Question;Antibodies present 0.9985 0.0015;Antibodies absent 0.006 0.994;Suppose that I% of a large population carries antibodies to HIV in their blood.;(a);Draw a tree diagram for selecting a person;from this population (outcomes: antibodies;present or absent) and for testing his or her blood;(outcomes:ETA positive or negative).;(b) What is the probability that the EIA is positive for a randomly chosen person from this population?;(c);What is the probability that a person has;the antibody, given that the BIA test is;positive?(Comment:This exercise illustrates a fact that is important when considering proposals for wide spread testing for HIV, illegal, drugs, or agents of biological warfare: if the condition being tested is uncommon in the population, many positives will be false-positives,);ting for HIV, continued. The previous;exercise Ives data on the results of EIA tests for the presence of antibodies;to HIV. Repeat part (c) of that exercise for two;different populations;(a);Blood donors are prescreened for HIV risk factors, so perhaps only 0.1% (0.001) of this.population carries HIV antibodies.;(b);Clients of a drug rehab clinic are a;high-risk group, so perhaps 10% of this population;carries I-11V antibodies.;(c);What general lesson do your calculations illustrate?;The geometric distributions. You are tossing;a balanced die that has probability 1/6 of;coming up1 on each toss. Tosses are independent. We;are;interested in how long we must wait to get;the first 1.;(a) The probability of a 1 on the first toss is 1/6_ What is the;probability that the first toss is not a I and the second toss is a 1?;(b) What is;the probability that the first two tosses are not is and the third toss is a 1?;This is the probability that the first 1 occurs on the third toss.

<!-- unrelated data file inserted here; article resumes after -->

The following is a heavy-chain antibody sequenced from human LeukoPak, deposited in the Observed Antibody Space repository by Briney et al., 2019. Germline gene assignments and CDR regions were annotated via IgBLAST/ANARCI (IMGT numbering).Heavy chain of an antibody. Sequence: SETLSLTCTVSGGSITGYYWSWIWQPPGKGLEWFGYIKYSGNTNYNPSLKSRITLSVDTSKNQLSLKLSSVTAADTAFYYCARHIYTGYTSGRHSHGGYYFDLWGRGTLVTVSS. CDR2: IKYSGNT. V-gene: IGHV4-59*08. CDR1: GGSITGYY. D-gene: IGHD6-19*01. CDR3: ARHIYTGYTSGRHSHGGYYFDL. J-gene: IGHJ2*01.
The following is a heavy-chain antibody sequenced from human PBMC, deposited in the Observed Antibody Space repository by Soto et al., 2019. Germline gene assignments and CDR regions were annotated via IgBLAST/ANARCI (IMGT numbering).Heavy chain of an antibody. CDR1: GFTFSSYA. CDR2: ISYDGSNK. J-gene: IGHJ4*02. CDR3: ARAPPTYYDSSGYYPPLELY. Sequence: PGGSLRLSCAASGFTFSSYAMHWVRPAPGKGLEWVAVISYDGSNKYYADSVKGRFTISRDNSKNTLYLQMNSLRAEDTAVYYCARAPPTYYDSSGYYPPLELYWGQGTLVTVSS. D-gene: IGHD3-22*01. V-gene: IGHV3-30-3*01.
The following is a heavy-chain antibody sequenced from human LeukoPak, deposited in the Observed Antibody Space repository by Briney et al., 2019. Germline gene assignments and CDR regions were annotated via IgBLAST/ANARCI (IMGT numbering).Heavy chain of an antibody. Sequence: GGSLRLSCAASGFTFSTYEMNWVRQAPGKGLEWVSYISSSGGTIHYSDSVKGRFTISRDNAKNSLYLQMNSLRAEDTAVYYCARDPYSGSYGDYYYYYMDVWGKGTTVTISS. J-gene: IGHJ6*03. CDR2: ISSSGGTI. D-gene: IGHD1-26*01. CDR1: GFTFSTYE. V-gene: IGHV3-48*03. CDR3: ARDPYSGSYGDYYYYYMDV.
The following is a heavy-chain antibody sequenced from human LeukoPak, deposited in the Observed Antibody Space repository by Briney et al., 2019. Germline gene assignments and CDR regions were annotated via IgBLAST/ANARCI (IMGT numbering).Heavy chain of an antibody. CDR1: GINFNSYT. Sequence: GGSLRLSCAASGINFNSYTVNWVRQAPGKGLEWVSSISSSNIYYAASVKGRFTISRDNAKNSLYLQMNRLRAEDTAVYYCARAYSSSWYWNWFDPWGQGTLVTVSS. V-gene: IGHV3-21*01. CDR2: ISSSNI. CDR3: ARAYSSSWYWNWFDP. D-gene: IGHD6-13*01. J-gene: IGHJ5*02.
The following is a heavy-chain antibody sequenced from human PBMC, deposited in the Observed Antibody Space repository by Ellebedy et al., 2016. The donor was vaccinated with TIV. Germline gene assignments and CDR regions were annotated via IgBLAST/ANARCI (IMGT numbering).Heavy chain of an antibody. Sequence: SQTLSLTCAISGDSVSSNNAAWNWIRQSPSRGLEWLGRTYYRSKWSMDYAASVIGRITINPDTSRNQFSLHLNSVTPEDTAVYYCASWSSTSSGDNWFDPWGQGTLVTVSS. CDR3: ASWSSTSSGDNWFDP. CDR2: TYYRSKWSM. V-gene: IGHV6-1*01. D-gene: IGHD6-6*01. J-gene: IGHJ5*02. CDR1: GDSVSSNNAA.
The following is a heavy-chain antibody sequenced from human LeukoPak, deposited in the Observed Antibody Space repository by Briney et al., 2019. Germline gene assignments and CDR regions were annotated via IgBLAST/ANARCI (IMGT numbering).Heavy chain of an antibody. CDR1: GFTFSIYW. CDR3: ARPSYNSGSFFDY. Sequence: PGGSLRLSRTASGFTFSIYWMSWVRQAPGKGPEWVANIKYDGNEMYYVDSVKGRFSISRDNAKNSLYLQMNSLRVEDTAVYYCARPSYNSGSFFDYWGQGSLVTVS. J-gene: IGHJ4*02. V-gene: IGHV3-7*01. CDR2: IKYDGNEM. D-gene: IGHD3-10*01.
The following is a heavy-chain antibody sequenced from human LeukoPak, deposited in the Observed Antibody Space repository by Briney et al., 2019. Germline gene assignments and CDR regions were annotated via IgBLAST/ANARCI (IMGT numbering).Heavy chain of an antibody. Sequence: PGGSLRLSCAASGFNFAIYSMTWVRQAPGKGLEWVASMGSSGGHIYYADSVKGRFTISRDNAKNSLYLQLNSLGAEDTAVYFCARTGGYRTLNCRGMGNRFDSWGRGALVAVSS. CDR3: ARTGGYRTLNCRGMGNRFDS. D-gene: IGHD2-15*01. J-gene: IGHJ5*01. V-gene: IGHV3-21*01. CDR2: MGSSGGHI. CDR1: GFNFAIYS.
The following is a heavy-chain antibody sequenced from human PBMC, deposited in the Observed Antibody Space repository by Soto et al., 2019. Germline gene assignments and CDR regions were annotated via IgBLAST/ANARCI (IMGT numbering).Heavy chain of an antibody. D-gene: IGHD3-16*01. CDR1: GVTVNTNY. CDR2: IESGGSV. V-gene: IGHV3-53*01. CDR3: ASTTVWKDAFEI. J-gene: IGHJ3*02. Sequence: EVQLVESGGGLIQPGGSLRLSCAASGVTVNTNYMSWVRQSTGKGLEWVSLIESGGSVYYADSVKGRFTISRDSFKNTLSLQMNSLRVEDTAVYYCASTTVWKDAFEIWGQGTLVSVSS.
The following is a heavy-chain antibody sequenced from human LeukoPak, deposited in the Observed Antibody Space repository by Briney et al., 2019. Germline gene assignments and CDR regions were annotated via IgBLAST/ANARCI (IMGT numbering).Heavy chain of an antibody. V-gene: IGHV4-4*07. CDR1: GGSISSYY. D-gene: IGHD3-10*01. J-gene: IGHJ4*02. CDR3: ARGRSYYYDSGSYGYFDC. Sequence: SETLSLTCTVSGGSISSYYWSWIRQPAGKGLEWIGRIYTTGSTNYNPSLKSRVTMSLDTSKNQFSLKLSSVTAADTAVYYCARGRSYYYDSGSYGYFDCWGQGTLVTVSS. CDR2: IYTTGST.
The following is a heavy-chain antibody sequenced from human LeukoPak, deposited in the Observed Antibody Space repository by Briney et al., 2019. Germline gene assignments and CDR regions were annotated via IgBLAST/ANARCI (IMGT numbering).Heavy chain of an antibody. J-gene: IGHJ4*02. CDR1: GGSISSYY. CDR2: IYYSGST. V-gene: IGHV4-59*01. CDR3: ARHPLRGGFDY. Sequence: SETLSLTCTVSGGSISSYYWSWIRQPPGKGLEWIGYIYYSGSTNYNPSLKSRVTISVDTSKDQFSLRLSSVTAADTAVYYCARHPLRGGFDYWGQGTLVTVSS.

Paper#61703 | Written in 18-Jul-2015Price : $29